I would like to see more LE trainers out there. SWAT types with patrol backgrounds have incredible experience and knowledge that can speak with confidence to the patrol officer and the SWAT officer. This includes all the various missions and situations they can encounter and how to safely respond. These types can also educate the constantly evolving chains of commands. Also, you are constantly in a people business where the special ops type trainer can solve most problems with a bullet or a muzzle strike. Law enforcement officers must respond to chaotic situations, using their judgement, discretion and tools at hand to bring order.
Law Enforcement is as much of a profession as it is a science. The state academy I went through was 345 hours and I did not have a clue as to what I was doing by today’s standards. I was lucky when I was in a small town. I would have survived a bigger city with my positive mindset, but I would have needed a great FTO to set me straight. My learning curve would have been much steeper and I would have screwed up more often.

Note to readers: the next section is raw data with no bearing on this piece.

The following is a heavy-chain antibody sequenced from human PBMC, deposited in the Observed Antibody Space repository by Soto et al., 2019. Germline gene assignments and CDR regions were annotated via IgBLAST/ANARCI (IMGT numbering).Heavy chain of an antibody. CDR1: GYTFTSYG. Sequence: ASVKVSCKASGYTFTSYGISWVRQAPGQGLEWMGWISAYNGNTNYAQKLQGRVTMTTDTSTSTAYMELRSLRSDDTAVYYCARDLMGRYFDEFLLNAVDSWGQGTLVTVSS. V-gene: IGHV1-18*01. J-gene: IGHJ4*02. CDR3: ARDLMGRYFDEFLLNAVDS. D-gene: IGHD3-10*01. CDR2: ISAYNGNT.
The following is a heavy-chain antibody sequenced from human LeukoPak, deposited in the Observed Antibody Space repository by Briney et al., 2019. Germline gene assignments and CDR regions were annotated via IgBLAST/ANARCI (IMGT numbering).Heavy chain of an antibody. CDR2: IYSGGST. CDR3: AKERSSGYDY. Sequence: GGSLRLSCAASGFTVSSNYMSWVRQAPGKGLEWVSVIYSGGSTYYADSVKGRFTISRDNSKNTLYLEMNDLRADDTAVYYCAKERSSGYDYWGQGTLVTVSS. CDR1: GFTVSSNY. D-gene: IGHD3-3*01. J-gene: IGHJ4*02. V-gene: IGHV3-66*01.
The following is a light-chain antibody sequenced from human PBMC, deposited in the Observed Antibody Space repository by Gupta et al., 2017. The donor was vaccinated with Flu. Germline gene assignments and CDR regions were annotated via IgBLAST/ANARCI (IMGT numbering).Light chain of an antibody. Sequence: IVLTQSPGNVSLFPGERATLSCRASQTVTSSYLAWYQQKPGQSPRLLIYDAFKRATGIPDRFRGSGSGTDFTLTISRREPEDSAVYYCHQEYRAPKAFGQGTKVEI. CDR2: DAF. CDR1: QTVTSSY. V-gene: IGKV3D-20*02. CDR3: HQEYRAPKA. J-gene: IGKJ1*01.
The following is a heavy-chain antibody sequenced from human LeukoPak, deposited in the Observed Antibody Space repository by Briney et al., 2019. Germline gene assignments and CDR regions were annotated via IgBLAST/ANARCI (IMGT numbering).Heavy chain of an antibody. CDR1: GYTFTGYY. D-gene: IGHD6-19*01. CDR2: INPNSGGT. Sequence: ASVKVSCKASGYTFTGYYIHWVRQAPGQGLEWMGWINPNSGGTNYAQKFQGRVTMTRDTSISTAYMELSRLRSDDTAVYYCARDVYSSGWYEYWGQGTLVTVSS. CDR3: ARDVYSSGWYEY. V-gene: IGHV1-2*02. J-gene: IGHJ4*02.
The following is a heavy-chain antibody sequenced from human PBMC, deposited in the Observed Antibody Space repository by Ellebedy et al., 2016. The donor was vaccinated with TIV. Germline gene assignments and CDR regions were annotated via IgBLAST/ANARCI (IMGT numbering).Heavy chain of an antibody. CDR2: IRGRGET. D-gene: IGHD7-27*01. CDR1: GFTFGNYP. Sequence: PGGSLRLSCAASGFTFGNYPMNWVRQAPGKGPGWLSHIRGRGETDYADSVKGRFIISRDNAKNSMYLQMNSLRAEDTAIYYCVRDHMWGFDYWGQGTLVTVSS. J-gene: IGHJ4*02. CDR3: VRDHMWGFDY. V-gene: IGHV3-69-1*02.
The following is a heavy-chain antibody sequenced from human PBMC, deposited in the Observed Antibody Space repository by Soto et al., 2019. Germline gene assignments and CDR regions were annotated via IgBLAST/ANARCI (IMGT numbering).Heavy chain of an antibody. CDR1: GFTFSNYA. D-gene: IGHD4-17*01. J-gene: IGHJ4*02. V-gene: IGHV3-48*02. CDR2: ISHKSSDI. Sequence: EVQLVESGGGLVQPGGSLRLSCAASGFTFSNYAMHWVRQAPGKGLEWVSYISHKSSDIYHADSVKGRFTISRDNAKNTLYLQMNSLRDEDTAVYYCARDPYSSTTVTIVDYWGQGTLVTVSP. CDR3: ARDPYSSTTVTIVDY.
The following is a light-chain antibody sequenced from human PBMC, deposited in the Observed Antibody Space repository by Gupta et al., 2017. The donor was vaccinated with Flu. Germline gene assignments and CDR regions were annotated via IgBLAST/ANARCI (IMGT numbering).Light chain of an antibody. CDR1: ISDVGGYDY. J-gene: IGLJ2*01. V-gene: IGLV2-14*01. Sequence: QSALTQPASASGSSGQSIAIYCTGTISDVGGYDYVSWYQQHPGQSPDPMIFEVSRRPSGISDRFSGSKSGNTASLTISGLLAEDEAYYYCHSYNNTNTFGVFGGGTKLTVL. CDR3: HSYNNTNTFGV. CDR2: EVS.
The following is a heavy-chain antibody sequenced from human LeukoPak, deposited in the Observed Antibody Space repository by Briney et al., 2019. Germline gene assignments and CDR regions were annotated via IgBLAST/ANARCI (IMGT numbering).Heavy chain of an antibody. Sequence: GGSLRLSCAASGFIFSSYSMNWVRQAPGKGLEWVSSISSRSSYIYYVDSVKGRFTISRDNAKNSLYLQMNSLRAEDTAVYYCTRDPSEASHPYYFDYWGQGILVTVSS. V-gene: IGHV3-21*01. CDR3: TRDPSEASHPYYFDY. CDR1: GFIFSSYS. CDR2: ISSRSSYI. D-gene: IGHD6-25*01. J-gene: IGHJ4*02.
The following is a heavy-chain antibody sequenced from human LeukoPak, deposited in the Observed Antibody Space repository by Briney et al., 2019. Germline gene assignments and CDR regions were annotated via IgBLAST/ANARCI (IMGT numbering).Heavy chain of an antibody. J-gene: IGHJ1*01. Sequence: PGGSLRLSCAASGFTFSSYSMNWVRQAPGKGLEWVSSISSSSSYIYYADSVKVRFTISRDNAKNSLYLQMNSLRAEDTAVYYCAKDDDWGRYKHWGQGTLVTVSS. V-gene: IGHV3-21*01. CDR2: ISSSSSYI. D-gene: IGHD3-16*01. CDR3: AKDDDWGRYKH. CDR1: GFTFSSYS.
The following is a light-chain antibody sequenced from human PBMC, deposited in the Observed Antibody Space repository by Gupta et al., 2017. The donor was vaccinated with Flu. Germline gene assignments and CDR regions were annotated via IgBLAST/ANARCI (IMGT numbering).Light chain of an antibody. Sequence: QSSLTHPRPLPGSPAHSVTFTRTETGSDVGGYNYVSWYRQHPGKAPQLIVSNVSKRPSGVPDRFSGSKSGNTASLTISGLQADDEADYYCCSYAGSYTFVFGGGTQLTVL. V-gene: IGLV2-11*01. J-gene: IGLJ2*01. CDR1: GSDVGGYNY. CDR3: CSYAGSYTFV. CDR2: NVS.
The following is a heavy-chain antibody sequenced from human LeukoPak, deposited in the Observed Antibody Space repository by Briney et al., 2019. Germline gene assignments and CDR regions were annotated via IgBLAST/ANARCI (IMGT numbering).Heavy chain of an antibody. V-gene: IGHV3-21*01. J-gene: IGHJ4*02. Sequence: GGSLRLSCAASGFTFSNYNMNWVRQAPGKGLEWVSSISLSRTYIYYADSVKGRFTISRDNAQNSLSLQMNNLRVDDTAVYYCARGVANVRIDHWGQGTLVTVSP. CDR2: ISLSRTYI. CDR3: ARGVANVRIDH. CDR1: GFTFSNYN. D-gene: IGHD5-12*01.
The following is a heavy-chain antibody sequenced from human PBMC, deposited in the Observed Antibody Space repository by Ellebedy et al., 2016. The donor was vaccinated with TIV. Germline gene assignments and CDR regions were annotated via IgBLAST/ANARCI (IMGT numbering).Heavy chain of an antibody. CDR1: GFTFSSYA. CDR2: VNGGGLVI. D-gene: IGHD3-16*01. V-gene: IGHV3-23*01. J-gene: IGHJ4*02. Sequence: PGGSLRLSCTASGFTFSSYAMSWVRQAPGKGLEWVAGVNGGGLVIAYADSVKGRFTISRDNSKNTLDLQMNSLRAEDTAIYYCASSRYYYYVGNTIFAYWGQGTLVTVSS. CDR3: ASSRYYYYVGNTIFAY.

Today’s training methods, classroom teaching techniques and information collection and distribution are light years ahead of what I remember. The other thing that has increased in 40 years is the levels of violence. Violent confrontations and lack of respect for law enforcement in general have grown with the political winds of hate and liberalism.
With the growing level of violence, more and more police candidates are selected for their college degrees with no background in dealing with people or violent situations. The learning curve with this type of candidate is extremely steep and some don’t survive as they cannot make the transition. When I started my path, Vietnam Veterans were heavily seeded in Law Enforcement and violence was no stranger to them. Now we have more violence and more “polished” recruits without the ability to “flip the switch” in high risk confrontations and professionally solve the problem at hand.